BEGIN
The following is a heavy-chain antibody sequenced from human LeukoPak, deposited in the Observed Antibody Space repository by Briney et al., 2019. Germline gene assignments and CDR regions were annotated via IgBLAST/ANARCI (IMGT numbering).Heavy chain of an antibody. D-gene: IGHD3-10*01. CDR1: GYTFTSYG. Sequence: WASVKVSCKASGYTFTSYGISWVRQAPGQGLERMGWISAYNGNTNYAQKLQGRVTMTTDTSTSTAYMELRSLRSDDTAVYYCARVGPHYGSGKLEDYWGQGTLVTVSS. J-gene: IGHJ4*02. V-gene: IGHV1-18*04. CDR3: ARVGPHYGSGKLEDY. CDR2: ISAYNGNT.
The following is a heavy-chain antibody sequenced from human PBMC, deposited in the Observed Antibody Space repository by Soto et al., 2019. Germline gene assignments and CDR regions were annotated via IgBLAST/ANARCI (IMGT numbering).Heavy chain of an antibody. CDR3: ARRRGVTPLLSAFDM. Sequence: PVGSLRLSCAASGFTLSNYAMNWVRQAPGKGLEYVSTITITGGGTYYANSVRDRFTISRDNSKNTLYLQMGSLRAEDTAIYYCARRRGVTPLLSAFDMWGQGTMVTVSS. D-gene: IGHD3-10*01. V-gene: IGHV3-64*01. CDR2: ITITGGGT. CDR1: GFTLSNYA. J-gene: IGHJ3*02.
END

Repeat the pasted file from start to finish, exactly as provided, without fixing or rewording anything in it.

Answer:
The following is a heavy-chain antibody sequenced from human LeukoPak, deposited in the Observed Antibody Space repository by Briney et al., 2019. Germline gene assignments and CDR regions were annotated via IgBLAST/ANARCI (IMGT numbering).Heavy chain of an antibody. D-gene: IGHD3-10*01. CDR1: GYTFTSYG. Sequence: WASVKVSCKASGYTFTSYGISWVRQAPGQGLERMGWISAYNGNTNYAQKLQGRVTMTTDTSTSTAYMELRSLRSDDTAVYYCARVGPHYGSGKLEDYWGQGTLVTVSS. J-gene: IGHJ4*02. V-gene: IGHV1-18*04. CDR3: ARVGPHYGSGKLEDY. CDR2: ISAYNGNT.
The following is a heavy-chain antibody sequenced from human PBMC, deposited in the Observed Antibody Space repository by Soto et al., 2019. Germline gene assignments and CDR regions were annotated via IgBLAST/ANARCI (IMGT numbering).Heavy chain of an antibody. CDR3: ARRRGVTPLLSAFDM. Sequence: PVGSLRLSCAASGFTLSNYAMNWVRQAPGKGLEYVSTITITGGGTYYANSVRDRFTISRDNSKNTLYLQMGSLRAEDTAIYYCARRRGVTPLLSAFDMWGQGTMVTVSS. D-gene: IGHD3-10*01. V-gene: IGHV3-64*01. CDR2: ITITGGGT. CDR1: GFTLSNYA. J-gene: IGHJ3*02.